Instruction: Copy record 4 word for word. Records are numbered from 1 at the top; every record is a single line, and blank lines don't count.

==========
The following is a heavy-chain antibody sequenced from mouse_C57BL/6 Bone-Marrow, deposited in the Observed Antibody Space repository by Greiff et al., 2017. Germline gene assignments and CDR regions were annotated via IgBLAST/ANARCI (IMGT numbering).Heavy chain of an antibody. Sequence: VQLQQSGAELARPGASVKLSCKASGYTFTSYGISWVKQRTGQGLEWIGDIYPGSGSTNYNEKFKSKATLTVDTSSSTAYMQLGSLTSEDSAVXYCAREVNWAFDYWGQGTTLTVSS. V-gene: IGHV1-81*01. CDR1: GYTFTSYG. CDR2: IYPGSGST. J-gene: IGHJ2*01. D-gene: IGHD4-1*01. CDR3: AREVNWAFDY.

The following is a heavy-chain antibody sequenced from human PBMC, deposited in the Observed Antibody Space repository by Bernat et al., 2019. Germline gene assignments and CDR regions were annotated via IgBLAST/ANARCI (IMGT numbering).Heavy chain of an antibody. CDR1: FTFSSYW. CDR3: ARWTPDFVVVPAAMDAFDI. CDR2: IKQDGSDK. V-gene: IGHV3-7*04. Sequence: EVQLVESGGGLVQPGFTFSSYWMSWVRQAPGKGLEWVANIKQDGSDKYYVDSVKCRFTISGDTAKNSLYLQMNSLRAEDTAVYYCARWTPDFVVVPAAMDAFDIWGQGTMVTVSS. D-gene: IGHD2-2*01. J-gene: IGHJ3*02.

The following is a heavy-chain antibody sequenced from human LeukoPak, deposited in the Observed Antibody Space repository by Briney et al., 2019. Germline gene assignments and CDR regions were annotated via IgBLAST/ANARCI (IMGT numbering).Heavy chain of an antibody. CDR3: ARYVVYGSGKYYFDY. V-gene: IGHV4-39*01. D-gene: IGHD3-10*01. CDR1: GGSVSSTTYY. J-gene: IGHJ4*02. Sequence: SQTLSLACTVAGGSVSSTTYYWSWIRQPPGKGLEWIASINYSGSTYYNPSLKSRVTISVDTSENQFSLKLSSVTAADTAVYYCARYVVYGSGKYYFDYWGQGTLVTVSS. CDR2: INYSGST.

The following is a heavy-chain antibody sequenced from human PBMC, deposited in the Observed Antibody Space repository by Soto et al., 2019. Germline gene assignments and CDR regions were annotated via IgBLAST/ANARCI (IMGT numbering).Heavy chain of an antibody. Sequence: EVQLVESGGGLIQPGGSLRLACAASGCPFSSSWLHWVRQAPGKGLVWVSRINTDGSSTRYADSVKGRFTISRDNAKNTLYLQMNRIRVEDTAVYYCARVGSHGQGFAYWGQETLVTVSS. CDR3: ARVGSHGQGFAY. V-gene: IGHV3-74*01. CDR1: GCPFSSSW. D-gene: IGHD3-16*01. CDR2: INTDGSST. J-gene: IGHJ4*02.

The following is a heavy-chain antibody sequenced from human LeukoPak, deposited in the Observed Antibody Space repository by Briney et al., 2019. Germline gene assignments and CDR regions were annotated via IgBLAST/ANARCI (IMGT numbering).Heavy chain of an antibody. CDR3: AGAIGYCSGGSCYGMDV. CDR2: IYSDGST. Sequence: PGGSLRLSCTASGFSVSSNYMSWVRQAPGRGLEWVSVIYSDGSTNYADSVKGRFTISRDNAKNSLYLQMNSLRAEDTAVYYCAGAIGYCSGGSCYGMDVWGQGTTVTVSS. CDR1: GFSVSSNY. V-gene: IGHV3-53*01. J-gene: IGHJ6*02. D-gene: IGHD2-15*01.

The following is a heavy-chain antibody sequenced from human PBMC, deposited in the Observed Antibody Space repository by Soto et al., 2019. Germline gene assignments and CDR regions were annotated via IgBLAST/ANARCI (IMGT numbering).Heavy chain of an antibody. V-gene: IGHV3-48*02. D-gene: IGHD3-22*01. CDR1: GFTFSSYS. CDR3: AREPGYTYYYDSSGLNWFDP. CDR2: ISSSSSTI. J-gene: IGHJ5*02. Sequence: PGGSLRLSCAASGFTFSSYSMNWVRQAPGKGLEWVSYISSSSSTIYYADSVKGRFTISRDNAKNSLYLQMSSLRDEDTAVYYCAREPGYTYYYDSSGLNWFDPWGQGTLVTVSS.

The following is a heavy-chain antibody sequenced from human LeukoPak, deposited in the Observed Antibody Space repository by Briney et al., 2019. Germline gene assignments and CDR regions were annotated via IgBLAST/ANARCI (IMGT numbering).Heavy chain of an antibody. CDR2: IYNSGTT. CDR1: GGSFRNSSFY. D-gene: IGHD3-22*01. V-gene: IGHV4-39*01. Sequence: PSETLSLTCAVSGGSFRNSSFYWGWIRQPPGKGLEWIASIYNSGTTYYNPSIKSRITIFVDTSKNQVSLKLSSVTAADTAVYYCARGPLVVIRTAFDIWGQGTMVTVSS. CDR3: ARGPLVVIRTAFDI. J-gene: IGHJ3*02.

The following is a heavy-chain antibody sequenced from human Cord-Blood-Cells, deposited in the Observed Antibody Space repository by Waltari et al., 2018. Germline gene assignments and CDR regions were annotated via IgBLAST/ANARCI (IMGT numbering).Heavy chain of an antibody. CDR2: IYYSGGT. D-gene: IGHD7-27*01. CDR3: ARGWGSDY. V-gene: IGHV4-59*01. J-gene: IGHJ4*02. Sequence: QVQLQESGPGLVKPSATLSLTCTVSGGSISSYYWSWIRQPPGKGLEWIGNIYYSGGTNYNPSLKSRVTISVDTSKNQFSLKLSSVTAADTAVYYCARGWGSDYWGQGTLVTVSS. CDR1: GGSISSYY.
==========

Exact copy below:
The following is a heavy-chain antibody sequenced from human PBMC, deposited in the Observed Antibody Space repository by Soto et al., 2019. Germline gene assignments and CDR regions were annotated via IgBLAST/ANARCI (IMGT numbering).Heavy chain of an antibody. Sequence: EVQLVESGGGLIQPGGSLRLACAASGCPFSSSWLHWVRQAPGKGLVWVSRINTDGSSTRYADSVKGRFTISRDNAKNTLYLQMNRIRVEDTAVYYCARVGSHGQGFAYWGQETLVTVSS. CDR3: ARVGSHGQGFAY. V-gene: IGHV3-74*01. CDR1: GCPFSSSW. D-gene: IGHD3-16*01. CDR2: INTDGSST. J-gene: IGHJ4*02.